The truth of num2 < num1 is: 0

The truth of num2 > num1: 1

The truth of num2 == num1: 0

The truth of num2 == num1: 1

Press any key to continue

#include <iostream>

#include <string>

using namespace std;

int

main()

{

bool truthvalue1;

string word1, word2;

word1 = "repeat";

word2 = "reptile";

truthvalue1 = word1 < word2;

cout << "The truth value of word1 < word2 is: " << truthvalue1

<< endl;

word1 = "bill";

word2 = "billygoat";

truthvalue1 = word1 < word2;

cout << "The truth value of word1 < word2 is: " << truthvalue1

<< endl;

word1 = "123";

word2 = "1234";

truthvalue1 = word1 < word2;

cout << "The truth value of word1 < word2 is: " << truthvalue1

<< endl;

return 0;

}

The truth value of word1 < word2 is: 1

The truth value of word1 < word2 is: 1

The truth value of word1 < word2 is: 1

Press any key to continue

In addition to the boolean operators, we also have special boolean operators.  These allow for more complex boolean expressions.   AND &&, OR ||, and NOT !

How are boolean expressions with boolean operators evaluated?

Assume that P represents one boolean expression that can evaluate to true (1) or false (0) and Q represents another boolean expression.

&&, || and ! are binary operators which means the work on two expressions.

 P Q P && Q 0 0 0 0 1 0 1 0 0 1 1 1

Both P and Q must be true individually for P&&Q to be true

 P Q P || Q 0 0 0 0 1 1 1 0 1 1 1 1

Either P or Q must be true individually for P||Q to be true.

Negation (!) or NOT is a unary operator

 P !P 0 1 1 0

Evaluate:

ans = !P || Q && P || Q

if P = 1, Q = 1

Order of Precedence Rules

1.     parenthesized expressions

2. unary operators !, -

3. *, /, %

4.     binary +, -

5. <. >, <=, >=

1. ==, !=

2. && and

3. || or

4. assignment statements =, +=, -=, *=, %=, /=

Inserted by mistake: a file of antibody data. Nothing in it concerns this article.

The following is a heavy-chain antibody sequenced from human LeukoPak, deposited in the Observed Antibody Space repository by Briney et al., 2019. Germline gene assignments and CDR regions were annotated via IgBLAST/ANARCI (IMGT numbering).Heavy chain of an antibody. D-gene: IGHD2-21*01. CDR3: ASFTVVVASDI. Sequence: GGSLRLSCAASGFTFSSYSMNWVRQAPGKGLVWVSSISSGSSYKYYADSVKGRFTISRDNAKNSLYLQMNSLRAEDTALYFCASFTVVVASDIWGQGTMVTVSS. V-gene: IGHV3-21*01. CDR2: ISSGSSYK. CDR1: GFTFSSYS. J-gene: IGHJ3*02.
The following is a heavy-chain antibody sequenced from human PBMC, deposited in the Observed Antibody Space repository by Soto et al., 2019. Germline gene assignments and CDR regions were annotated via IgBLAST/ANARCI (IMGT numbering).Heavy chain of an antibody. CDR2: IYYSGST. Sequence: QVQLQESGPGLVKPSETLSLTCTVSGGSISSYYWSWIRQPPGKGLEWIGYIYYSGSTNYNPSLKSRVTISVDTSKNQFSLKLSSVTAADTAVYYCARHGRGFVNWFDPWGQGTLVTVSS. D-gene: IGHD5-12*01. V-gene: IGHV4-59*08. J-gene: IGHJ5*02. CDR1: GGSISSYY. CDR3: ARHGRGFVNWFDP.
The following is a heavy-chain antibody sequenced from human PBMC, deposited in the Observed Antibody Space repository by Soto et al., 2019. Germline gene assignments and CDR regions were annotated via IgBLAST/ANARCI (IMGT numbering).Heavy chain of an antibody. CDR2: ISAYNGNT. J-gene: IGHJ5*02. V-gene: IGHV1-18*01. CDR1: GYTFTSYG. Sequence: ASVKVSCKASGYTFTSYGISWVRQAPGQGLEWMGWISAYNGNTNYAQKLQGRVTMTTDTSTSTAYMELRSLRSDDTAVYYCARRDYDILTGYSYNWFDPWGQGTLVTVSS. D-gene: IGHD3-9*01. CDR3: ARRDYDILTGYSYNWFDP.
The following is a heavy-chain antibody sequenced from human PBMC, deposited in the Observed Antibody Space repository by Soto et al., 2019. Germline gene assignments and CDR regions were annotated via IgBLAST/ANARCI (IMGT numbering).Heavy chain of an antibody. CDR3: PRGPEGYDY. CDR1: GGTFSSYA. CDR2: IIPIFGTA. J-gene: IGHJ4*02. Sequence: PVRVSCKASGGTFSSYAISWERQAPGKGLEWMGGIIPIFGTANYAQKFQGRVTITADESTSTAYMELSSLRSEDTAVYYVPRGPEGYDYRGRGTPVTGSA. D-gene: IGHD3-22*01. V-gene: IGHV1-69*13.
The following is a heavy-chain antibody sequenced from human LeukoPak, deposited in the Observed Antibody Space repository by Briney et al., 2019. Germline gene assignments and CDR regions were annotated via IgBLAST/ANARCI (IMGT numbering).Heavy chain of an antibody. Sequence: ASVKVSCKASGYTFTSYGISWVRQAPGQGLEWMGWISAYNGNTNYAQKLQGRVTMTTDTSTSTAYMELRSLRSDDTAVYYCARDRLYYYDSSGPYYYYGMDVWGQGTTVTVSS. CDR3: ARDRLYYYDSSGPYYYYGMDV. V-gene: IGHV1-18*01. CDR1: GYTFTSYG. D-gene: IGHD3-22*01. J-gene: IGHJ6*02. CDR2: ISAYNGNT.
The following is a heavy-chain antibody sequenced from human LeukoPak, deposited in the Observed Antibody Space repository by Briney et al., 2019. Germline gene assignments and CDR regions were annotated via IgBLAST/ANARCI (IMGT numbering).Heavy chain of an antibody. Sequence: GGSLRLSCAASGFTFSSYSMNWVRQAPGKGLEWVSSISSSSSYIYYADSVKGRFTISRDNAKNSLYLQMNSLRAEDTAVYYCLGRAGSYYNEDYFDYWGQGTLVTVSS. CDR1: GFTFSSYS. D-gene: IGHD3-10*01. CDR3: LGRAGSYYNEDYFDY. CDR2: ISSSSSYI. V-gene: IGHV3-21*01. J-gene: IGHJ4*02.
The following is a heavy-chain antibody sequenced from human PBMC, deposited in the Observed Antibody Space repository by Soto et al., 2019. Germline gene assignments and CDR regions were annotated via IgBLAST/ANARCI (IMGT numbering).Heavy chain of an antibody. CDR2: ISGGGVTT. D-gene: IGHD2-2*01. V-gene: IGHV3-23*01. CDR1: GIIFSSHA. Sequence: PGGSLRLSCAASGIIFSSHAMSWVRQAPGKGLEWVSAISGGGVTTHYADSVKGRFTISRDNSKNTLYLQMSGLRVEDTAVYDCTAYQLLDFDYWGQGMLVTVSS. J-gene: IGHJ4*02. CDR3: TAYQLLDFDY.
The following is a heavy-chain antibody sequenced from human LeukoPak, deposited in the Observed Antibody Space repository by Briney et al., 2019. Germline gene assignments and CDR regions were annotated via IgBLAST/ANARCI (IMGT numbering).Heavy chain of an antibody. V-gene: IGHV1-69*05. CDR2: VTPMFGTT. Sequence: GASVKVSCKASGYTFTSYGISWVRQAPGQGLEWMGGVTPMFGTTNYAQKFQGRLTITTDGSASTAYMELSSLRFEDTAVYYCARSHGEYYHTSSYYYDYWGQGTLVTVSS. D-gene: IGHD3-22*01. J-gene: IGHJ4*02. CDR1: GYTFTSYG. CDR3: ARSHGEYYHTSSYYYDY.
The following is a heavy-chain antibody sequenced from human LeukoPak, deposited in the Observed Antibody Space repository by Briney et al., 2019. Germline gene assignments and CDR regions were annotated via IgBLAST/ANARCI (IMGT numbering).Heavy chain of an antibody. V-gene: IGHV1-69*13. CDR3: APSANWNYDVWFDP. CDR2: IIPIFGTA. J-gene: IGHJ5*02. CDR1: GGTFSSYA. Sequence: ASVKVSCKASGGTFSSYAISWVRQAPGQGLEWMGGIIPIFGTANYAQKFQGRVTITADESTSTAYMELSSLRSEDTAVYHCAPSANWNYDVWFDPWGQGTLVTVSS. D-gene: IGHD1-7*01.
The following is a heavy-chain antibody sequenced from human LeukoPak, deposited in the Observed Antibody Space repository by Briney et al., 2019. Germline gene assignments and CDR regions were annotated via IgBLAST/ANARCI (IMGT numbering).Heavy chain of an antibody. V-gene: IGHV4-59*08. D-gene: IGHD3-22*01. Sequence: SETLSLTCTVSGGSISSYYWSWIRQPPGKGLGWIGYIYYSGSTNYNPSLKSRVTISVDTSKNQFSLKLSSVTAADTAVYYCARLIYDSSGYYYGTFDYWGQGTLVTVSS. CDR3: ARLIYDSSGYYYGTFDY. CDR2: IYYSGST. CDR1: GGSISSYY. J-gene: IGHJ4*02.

#include <iostream>

using namespace std;

int

main()

{

bool truthvalue;

truthvalue = 4 >= 3;

cout << "4 >= 3" << " evaluates to ";

cout << truthvalue << endl;

truthvalue = 7 <=126;

cout << "7 <=126 "<< " evaluates to ";

cout << truthvalue << endl;

truthvalue = 5 == (3+3);

cout << "5 == (3+3)" << " evaluates to ";

cout << truthvalue << endl;

truthvalue = 2 < 3;

cout << "2 < 3 "<< " evaluates to ";

cout << truthvalue << endl;

//Which is evaluated first, the relational or boolean operators?

truthvalue = 4 >= 3  && 7 <= 126;

cout << "4 >= 3 && 7 <= 126" << " evaluates to ";

cout << truthvalue << endl;

truthvalue = 5 == (3+3) || 2 < 3;

cout << "5 == (3+3) || 2 < 3" << " evaluates to ";

cout << truthvalue << endl;

return 0;

}

4 >= 3 evaluates to 1

7 <=126  evaluates to 1

5 == (3+3) evaluates to 0

2 < 3  evaluates to 1

4 >= 3 && 7 <= 126 evaluates to 1

5 == (3+3) || 2 < 3 evaluates to 1

Press any key to continue

bool truthvalue;

truthvalue = (2>5) || 3 ==(2 + 1) || (5 < 10) || (6 != (5 + 1)) || (7 <= 6);

Short circuit evaluation – Boolean, or logical, expressions are evaluated up to the point at which the truth value is known.  If a portion of the expression is not needed to make a truth evaluation, it is not evaluated.